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Credit Market Frictions and the Reallocation Process

  • Gadi Barlevy

In a seminal paper, Davis and Haltiwanger (1990) demonstrate that recessions are associated with an increase in job reallocation, at least in the manufacturing sector. The conventional view has interpreted this as evidence of "cleansing" effects: less productive jobs are destroyed in recessions, and resources are reallocated towards more productive uses. Thus recessions serve to improve allocative efficiency. This paper shows that when credit market frictions are introduced, the result can be reversed. That is, the most efficient jobs are destroyed in recessions, resourses are reallocated towards less productive uses, and misallocation is exacerbated.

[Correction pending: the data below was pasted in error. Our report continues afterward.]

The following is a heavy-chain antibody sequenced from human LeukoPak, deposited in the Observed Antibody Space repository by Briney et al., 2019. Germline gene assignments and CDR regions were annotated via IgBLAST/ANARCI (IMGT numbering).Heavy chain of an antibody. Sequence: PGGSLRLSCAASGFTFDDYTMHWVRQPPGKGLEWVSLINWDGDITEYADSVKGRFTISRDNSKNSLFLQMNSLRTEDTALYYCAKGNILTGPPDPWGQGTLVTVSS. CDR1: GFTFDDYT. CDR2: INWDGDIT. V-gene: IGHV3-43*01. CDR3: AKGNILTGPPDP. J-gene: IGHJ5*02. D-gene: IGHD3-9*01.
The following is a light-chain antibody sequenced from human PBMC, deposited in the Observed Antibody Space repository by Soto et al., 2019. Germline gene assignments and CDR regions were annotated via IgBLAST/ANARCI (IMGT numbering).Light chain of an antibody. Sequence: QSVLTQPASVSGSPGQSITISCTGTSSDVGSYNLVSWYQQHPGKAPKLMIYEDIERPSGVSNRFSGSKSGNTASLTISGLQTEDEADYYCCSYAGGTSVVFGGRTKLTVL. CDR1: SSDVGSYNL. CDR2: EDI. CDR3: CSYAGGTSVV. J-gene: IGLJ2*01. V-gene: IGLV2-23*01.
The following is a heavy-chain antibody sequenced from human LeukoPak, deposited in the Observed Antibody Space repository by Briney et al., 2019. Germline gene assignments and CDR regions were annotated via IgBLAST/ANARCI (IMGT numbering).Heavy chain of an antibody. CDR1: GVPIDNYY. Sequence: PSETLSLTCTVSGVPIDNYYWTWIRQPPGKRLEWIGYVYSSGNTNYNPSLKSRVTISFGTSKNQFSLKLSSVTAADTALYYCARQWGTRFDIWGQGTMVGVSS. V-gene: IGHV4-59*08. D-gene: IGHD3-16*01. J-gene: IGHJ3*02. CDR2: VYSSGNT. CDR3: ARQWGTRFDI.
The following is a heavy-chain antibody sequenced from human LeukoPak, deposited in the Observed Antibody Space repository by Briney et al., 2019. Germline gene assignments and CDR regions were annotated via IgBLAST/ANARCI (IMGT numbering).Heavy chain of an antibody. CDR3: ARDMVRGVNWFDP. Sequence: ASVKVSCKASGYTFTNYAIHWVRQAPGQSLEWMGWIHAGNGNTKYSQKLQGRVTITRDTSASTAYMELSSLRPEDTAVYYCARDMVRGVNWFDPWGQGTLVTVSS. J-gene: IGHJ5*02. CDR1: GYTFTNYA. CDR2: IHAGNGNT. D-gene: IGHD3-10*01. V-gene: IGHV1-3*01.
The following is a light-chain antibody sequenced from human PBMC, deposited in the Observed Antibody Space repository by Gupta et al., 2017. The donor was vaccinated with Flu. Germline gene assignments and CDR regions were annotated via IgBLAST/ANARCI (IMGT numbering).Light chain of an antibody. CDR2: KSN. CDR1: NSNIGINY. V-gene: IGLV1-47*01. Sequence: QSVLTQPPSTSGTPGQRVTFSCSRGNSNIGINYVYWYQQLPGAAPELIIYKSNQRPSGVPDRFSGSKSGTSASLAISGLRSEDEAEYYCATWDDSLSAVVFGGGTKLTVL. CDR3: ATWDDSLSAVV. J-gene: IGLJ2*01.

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Paper provided by Northwestern University, Center for Mathematical Studies in Economics and Management Science in its series Discussion Papers with number 1251.

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Date of creation: Jan 1999
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Handle: RePEc:nwu:cmsems:1251
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